Tomb Raider needs no introduction. Lara Croft has graced our screens for almost three decades, in one way or another, and the franchise has spawned a huge fanbase. But will Tomb Raider I-III Remastered be enough to please fans who want to relive their past, or will it leave them an angry rabble that’s bashing on the door of Crystal Dynamics?
Let’s get the obvious out of the way here, you won’t find any new gameplay content in Tomb Raider I-III Remastered. It’s the original Tomb Raider trilogy but just remastered. It’s in the name. But let’s be clear that this isn’t a Last of Us Part 1 remake or anything.
All of the cutscenes in all three games are the same as they were back in the day - simple FMVs that haven’t been remade in any way. It’s not even obvious that you’re playing the remastered version of the game until the level loads and you take control of Croft. But when you do, it’s a sight to behold.
In gameplay terms, the graphics of each game look like 2007’s Tomb Raider Anniversary. The resolution and frame rate have been increased. This is noticeable when toggling between the new and old graphics modes, which you can do with the push of a button on the fly. When you swap back to PS1-style emulation, it becomes glaringly obvious how much better the remastered version of the games look and play, especially when you feel the frame drops of the original version, which often drop below 30 (I’m sure Digital Foundry will be along shortly to confirm this).
Another great thing about the Tomb Raider I-III Remastered collection is that you can swap between the traditional tank controls or the modern controls, much like in the Resident Evil remakes. This will certainly appease both camps of players - those who want to have the traditional clunky experience and those who want to control Croft’s direction as modern gamers have become accustomed to.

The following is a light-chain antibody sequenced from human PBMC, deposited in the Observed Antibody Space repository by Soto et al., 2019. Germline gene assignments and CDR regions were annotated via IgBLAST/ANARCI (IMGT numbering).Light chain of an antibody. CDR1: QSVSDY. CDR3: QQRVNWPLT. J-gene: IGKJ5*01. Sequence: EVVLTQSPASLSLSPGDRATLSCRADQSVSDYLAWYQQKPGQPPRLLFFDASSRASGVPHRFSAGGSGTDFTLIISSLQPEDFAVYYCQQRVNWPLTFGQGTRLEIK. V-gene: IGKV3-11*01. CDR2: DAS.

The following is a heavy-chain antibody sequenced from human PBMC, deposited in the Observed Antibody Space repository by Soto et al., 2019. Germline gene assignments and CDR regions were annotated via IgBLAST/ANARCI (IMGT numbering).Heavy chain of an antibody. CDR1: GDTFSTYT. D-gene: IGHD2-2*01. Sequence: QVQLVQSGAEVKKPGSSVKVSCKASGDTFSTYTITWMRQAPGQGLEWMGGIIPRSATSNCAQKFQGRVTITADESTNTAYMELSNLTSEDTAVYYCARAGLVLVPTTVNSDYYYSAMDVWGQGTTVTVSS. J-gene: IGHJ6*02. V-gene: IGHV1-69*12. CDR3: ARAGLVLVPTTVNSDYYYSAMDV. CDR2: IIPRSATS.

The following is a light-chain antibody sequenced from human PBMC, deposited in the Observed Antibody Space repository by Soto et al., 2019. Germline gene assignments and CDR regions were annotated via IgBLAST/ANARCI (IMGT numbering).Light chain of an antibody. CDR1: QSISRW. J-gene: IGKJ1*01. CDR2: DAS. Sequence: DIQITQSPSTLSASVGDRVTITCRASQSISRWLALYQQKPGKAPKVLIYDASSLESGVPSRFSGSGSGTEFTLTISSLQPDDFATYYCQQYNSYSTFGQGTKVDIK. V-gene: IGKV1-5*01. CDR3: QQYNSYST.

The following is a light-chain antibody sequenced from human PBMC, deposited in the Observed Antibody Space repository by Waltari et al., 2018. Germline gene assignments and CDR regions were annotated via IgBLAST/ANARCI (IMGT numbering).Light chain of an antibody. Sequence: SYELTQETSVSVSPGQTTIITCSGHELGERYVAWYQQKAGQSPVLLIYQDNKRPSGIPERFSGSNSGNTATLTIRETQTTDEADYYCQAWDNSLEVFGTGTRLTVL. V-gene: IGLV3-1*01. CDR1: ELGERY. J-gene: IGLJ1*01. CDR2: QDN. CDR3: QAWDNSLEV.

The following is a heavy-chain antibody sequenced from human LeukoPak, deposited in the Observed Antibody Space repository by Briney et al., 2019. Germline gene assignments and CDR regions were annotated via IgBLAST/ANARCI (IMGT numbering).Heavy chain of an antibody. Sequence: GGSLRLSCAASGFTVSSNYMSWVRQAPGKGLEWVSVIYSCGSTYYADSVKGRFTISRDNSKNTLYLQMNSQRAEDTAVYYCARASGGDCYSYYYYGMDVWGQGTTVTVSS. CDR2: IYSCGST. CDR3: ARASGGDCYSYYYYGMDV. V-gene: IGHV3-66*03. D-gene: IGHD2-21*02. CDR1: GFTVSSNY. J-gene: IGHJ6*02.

Aside from the revamped graphics and controls, though, you’re in for the same experience as you’ve always gotten in the Tomb Raider games. Tomb Raider II and III continue to get increasingly difficult in the first level (those spikes in III will get ya), and there isn’t a new save system or anything to make things easier. Each game remains structurally intact, so die-hard traditionalists will rejoice, but those of us who would like a more modern experience will be left slightly disappointed.
Tomb Raider I-III Remastered does, however, manage to perfectly toe the line for what most players will be expecting. It provides a faithful recreation of the original games, but Aspyr, the studio handling the remasters, has also managed to change just enough so that players are getting an experience they can at least stomach graphically.
We suspect that most fans of the series will love the package on offer here. At under 30 GBP/USD/euros, Tomb Raider I-III Remastered is a package full of value. It gives younger players the opportunity to lock the butler in the freezer in Croft Manor for the first time, and it gives series veterans an incentive to take another trip through each of these games with all the necessary modernisations without ruining what made Tomb Raider the success that it was.
Overall, Tomb Raider I-III Remastered is a great remaster of the original Tomb Raider games, and it’s well worth the asking price. It’s not a full-on remake though, and even though it delivers some great modern graphics and a new control system for all of the games, it isn’t a full-on remake. If you’re the sort of player who wants to replay the PS1 Tomb Raider games but with a shiny new coat of paint and some revamped controls, then this will be for you. If you were looking for a little more in the form of remastered cutscenes, new save points or a checkpoint system, then you’ll likely be a little letdown.
However, there hasn’t been a better collection of the Tomb Raider trilogy that started it all to date, so if this has piqued your interest, you should be probably open that wallet or purse and get to playing.